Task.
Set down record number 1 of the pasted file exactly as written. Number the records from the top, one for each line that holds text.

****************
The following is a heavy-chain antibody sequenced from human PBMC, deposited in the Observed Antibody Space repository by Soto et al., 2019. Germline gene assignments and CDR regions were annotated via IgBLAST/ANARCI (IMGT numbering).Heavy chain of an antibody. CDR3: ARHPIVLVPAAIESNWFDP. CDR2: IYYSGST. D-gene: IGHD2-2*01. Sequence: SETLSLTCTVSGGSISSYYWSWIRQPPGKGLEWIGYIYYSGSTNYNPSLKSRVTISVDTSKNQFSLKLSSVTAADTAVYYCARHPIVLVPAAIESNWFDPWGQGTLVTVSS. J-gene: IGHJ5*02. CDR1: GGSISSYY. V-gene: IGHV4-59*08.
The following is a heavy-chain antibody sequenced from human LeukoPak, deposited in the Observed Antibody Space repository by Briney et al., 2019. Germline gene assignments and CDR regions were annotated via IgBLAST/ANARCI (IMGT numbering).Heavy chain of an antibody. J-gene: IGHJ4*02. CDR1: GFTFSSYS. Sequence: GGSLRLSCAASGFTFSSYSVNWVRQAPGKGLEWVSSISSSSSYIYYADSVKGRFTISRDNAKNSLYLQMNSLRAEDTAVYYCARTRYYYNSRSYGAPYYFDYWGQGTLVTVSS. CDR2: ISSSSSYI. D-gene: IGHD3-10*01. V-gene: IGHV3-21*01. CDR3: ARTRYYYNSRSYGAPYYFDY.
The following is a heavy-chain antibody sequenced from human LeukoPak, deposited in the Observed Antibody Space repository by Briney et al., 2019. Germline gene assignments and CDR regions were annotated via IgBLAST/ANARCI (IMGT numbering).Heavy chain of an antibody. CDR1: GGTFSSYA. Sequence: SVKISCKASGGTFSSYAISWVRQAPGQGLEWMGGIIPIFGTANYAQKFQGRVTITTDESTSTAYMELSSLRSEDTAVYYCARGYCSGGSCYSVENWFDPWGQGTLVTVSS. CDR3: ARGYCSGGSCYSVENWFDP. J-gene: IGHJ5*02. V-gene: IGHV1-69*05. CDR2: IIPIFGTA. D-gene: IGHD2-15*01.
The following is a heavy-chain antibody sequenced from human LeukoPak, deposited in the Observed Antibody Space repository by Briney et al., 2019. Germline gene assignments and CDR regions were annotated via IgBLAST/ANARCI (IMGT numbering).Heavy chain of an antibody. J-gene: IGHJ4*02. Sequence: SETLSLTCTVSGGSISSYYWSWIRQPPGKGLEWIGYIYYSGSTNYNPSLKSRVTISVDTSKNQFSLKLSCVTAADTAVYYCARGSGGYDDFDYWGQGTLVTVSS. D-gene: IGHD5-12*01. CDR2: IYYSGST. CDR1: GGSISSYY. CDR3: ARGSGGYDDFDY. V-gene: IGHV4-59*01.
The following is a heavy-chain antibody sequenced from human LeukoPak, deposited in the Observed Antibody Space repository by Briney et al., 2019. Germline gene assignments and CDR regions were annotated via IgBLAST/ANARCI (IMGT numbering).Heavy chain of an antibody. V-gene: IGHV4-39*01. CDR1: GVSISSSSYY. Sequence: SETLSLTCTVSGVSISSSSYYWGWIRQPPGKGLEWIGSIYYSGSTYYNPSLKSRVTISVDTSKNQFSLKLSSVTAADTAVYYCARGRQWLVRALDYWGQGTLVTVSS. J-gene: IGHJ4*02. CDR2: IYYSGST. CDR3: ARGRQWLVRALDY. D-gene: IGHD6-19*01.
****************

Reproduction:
The following is a heavy-chain antibody sequenced from human PBMC, deposited in the Observed Antibody Space repository by Soto et al., 2019. Germline gene assignments and CDR regions were annotated via IgBLAST/ANARCI (IMGT numbering).Heavy chain of an antibody. CDR3: ARHPIVLVPAAIESNWFDP. CDR2: IYYSGST. D-gene: IGHD2-2*01. Sequence: SETLSLTCTVSGGSISSYYWSWIRQPPGKGLEWIGYIYYSGSTNYNPSLKSRVTISVDTSKNQFSLKLSSVTAADTAVYYCARHPIVLVPAAIESNWFDPWGQGTLVTVSS. J-gene: IGHJ5*02. CDR1: GGSISSYY. V-gene: IGHV4-59*08.